By Caroline N. Sharp
For as long as I can remember, I have always been repelled by extravagance.
I was never comfortable in the Roman Catholic churches I’ve attended growing up where mostly the church was adorned with all kinds of fancy stuff. This environment, to me, was a breeding ground for snobbery and judgement. I left the church for a good long while after that.
When I returned to church as an adult, I made another stop before I landed with the Anglican Church. This brief visit was with the Christian Reformed Church.
Despite having some good music and loads of interesting studies and events, I missed the weekly communion and, although they said so teasingly, hearing their motto “if you’re not Dutch, you’re not much” did not make me feel as welcome.
I ended up at the Anglican Church by chance when I met my husband a few years later.
One of the things that I love about the Anglican Church is the weekly communion.
However, there is high church and low church and everything in between. As a seminary student (and since), I have experienced each type and I feel somewhat like a connoisseur of church types. This is relevant to me now as I have moved and am “church shopping” again.
One thing that I have witnessed about the Anglican Church so far is that, for the most part, I almost feel like I’m back at that stuffy Roman Catholic Church, with all the pomp and flair, the white-privilege and, sadly, the snobbery and judgement.
I was once sucked in by this too when it was fun in seminary to try on all the robes, chasubles, copes, etc., lighting all the fancy candles and setting the table with all the fancy communion-wear, matching tapestries, etc. I would like to think I have a more balanced view of church today.
If Christ came to your church today, what do you think he might say?
Things that come to my mind are:
“I was a stranger and you did not invite me into your home” (Matt. 25:43)
“My house will be called a house of prayer, but you are making it a den of robbers.” (Matt. 21:13)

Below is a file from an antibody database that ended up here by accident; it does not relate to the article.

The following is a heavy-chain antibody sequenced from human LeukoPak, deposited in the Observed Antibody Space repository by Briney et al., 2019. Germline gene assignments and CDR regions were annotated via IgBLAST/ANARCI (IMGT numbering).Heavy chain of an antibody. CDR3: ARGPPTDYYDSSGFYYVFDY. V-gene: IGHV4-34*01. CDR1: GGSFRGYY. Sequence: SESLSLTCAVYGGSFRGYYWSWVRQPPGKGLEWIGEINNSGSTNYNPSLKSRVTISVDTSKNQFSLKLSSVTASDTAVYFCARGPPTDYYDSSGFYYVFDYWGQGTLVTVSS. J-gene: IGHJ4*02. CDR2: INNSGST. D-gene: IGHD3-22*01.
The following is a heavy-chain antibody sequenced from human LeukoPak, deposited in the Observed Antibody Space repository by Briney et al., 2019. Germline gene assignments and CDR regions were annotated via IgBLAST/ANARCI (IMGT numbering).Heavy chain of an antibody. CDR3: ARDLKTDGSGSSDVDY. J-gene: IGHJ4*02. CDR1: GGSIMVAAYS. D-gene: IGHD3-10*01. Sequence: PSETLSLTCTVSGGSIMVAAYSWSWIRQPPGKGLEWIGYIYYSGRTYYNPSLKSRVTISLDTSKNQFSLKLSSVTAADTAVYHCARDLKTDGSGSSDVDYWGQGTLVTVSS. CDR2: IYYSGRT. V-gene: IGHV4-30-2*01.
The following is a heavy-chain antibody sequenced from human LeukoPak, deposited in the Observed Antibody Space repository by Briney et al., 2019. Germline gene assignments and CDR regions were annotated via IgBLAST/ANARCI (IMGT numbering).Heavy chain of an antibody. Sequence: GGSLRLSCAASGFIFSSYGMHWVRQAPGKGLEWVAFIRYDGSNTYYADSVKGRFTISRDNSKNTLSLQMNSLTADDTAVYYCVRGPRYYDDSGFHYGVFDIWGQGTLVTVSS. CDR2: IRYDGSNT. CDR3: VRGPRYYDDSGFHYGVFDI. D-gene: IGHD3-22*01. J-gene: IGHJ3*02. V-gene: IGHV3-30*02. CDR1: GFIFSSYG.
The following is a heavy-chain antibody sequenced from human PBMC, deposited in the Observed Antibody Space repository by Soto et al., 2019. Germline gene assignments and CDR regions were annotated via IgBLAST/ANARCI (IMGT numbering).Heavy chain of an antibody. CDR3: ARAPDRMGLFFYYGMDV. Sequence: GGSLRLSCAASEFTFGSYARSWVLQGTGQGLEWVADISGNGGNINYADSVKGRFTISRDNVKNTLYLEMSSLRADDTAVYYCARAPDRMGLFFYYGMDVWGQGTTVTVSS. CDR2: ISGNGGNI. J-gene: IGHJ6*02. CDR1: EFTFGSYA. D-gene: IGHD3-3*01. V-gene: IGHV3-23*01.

“My command is this: Love each other as I have loved you.” (Jn. 15:12)
I think Jesus would feel a painful urge to preach to us about love and humbleness.
What does Jesus care about?
Jesus doesn’t care about all the ministries your church provides which stroke your egos more than anything. Jesus cares about how he is received!
Everyone should be received as though they were Christ. Have a parade, wave your palm fronds, and lay down your coats, sing with joy and excitement, invite him to dine with you (and not just for communion)!
With the downward direction of the church’s probable future, it astounds me that clergy and parishioners alike are not receiving every member, friend and stranger as though they were Christ.
I think, for the most part, that we are not humble enough. We are too wrapped up in the “business” of the church.
I most recently attended an Anglican church service close to my new home (you’re off the hook Huron - I’m no longer in the Diocese but still connected), and our experience at this one parish was quite typical. My husband and I were hardly greeted, we were not told anything about how to follow along with the service, the sermon was mostly about a meeting they were having after the service and because of that we didn’t want to join them for coffee (and the ironic part was that they were going to discuss their welcoming committee, so it was on their minds already).
Who would stay at a church that welcomed people this way? I’m quite sure Jesus would have told us to shake the dust from our sandals on our way out.
Whatever happened to this love that Jesus commanded us to have for everyone? What challenges do we face today that prevent us from showing this love to not only those who walk through our church doors but those who live in our communities and the people we meet while living our daily lives? Do others know we are Christian by our individual actions? What prevents us from sharing the love and grace and mercy that Christ shows us with those who surround us? When was the last time you invited a friend or neighbour to your church?
No, we are not humble enough. Not until we see the face of Christ in every person we meet. Not until we can show love to all who cross our paths. Not until we go that extra mile to make someone new feel like family. We don’t need fancy stuff to make this happen.
We don’t even need a church building to make this happen! We are all one through Christ who is love. Love is within our inner being, we need only find that still small voice to show us the way.